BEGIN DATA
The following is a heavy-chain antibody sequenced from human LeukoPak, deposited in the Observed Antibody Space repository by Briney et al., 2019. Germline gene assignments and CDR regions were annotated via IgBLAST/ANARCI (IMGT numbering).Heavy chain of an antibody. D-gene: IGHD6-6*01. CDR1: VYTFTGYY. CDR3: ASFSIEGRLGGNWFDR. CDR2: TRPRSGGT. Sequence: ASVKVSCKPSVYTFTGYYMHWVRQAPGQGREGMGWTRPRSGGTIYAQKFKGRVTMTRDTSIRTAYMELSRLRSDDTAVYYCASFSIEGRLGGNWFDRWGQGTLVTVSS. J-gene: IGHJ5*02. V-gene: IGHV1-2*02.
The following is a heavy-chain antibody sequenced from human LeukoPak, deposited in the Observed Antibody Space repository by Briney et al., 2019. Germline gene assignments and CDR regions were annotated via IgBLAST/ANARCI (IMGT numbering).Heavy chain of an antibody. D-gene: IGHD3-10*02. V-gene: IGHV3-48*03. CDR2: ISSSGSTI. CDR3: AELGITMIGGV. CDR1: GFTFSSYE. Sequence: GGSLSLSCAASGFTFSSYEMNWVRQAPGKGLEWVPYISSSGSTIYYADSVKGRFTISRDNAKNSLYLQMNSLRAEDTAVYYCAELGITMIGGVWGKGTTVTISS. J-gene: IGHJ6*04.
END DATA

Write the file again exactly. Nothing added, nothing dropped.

The following is a heavy-chain antibody sequenced from human LeukoPak, deposited in the Observed Antibody Space repository by Briney et al., 2019. Germline gene assignments and CDR regions were annotated via IgBLAST/ANARCI (IMGT numbering).Heavy chain of an antibody. D-gene: IGHD6-6*01. CDR1: VYTFTGYY. CDR3: ASFSIEGRLGGNWFDR. CDR2: TRPRSGGT. Sequence: ASVKVSCKPSVYTFTGYYMHWVRQAPGQGREGMGWTRPRSGGTIYAQKFKGRVTMTRDTSIRTAYMELSRLRSDDTAVYYCASFSIEGRLGGNWFDRWGQGTLVTVSS. J-gene: IGHJ5*02. V-gene: IGHV1-2*02.
The following is a heavy-chain antibody sequenced from human LeukoPak, deposited in the Observed Antibody Space repository by Briney et al., 2019. Germline gene assignments and CDR regions were annotated via IgBLAST/ANARCI (IMGT numbering).Heavy chain of an antibody. D-gene: IGHD3-10*02. V-gene: IGHV3-48*03. CDR2: ISSSGSTI. CDR3: AELGITMIGGV. CDR1: GFTFSSYE. Sequence: GGSLSLSCAASGFTFSSYEMNWVRQAPGKGLEWVPYISSSGSTIYYADSVKGRFTISRDNAKNSLYLQMNSLRAEDTAVYYCAELGITMIGGVWGKGTTVTISS. J-gene: IGHJ6*04.